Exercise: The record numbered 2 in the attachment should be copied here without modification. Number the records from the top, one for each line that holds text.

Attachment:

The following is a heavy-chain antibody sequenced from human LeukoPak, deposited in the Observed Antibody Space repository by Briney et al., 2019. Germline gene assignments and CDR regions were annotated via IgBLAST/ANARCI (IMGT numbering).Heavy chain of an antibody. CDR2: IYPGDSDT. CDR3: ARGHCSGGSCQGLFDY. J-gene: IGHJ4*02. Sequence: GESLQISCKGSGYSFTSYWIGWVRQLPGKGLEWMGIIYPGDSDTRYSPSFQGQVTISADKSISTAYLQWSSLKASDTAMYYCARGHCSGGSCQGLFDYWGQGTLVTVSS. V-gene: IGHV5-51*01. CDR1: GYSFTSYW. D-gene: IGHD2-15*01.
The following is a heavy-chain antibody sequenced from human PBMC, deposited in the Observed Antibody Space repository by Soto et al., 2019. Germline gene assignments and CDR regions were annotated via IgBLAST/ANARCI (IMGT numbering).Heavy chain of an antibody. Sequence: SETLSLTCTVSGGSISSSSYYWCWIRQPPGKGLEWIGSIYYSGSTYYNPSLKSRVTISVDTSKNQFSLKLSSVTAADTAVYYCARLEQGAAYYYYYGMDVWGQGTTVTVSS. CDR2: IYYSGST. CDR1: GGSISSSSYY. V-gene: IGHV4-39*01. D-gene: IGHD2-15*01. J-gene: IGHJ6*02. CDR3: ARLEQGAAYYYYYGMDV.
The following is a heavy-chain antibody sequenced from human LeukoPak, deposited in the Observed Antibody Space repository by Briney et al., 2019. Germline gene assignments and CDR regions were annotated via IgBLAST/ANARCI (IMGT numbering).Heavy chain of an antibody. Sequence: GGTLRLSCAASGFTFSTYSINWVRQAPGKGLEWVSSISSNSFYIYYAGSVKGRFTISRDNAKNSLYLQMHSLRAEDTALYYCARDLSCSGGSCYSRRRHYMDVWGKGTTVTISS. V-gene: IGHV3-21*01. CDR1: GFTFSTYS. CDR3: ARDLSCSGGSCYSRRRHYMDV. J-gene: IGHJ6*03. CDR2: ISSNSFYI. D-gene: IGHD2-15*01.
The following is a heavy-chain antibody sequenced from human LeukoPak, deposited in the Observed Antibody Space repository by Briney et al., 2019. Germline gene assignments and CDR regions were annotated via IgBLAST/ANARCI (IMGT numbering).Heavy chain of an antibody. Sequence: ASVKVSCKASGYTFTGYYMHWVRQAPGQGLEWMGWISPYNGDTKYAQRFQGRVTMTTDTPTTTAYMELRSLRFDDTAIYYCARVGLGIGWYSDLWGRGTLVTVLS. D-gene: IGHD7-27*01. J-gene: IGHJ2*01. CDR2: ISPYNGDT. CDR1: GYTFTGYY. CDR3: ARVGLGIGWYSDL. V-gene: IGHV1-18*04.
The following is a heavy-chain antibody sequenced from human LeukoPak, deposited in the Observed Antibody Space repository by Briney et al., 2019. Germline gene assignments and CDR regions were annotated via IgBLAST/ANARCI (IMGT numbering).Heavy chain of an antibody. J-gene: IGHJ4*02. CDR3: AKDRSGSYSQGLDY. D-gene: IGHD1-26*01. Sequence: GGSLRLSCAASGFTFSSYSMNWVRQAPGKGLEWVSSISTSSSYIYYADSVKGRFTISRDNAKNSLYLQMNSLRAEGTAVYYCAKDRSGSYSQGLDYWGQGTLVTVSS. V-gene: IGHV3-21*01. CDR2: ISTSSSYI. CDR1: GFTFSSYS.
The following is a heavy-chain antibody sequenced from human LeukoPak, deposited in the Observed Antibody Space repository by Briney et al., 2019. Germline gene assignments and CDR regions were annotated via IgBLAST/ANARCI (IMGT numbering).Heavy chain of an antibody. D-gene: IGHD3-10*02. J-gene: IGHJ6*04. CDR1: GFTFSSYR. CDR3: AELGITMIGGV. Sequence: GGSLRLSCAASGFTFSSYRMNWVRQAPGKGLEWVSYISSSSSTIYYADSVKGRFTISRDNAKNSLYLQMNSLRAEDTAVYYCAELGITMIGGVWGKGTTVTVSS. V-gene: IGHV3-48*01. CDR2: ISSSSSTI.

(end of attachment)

The following is a heavy-chain antibody sequenced from human PBMC, deposited in the Observed Antibody Space repository by Soto et al., 2019. Germline gene assignments and CDR regions were annotated via IgBLAST/ANARCI (IMGT numbering).Heavy chain of an antibody. Sequence: SETLSLTCTVSGGSISSSSYYWCWIRQPPGKGLEWIGSIYYSGSTYYNPSLKSRVTISVDTSKNQFSLKLSSVTAADTAVYYCARLEQGAAYYYYYGMDVWGQGTTVTVSS. CDR2: IYYSGST. CDR1: GGSISSSSYY. V-gene: IGHV4-39*01. D-gene: IGHD2-15*01. J-gene: IGHJ6*02. CDR3: ARLEQGAAYYYYYGMDV.